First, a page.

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The re-racked tops, bottoms, frocks beggared us.
Remember, bodies, once, possessed this cloth,
My mom reminisced. When we took the bus
Past bodegas, the hot-press mill, the swath
of storefront churches, tarpapered shotguns,
A land of corrupting rust, engorged moth,
To purchase, for the next fall, clothes the nuns
Found fitting, we, too, made out like a thief
At night. She dressed me like the rich man’s sons,
And gave herself, yet attained no relief,
Cried out, “Come, Jesus!,” where, then, was the Lord?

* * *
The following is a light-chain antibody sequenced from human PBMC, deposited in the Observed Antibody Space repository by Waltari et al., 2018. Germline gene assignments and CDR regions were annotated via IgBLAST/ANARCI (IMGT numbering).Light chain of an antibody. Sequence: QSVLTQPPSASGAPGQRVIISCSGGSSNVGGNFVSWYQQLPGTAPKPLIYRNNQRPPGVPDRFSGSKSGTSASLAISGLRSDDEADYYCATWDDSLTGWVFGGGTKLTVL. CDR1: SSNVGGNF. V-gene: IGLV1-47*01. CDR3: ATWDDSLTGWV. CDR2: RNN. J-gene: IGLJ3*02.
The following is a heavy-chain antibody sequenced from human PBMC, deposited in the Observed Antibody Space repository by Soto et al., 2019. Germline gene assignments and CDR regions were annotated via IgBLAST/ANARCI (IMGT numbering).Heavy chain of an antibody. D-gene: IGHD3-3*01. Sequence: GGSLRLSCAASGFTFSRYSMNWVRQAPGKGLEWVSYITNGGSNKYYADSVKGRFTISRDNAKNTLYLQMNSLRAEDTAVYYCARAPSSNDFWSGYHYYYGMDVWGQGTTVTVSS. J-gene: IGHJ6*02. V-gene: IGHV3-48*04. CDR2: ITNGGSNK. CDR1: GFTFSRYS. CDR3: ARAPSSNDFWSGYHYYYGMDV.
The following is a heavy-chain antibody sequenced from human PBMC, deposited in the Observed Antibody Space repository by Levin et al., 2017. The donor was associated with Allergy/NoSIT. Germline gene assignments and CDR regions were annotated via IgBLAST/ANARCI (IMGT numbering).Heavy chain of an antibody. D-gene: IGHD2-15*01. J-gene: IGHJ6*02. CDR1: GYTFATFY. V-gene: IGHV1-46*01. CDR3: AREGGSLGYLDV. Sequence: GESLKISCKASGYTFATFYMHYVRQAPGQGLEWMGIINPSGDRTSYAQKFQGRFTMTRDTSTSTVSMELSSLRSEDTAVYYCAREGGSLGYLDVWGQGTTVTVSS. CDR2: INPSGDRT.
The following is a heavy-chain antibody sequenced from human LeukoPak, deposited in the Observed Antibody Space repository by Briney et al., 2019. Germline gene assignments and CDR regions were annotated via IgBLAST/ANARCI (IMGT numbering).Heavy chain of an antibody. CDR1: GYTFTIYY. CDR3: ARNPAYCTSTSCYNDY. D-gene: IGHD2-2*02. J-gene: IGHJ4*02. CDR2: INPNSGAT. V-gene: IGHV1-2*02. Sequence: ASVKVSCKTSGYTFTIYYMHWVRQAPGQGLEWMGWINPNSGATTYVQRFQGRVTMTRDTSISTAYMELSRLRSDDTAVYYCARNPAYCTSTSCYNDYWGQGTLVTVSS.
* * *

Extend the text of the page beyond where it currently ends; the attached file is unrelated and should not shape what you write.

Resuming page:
Without memory, one can have no grief.
Now, she is dead. My loss, my pain, I hoard
Indulgence even beggars can afford.

Richard Stimac published over thirty poems in Burningword, Clackamas, Faultline, Havik (Second Place 2021 Poetry Contest), Michigan Quarterly Review, Penumbra, Salmon Creek Journal, Wraparound South, and others, along with flash prose in Paperbark, and an article on Willa Cather in The Midwest Quarterly.

NOVUS Literary and
Arts Journal
Lebanon, TN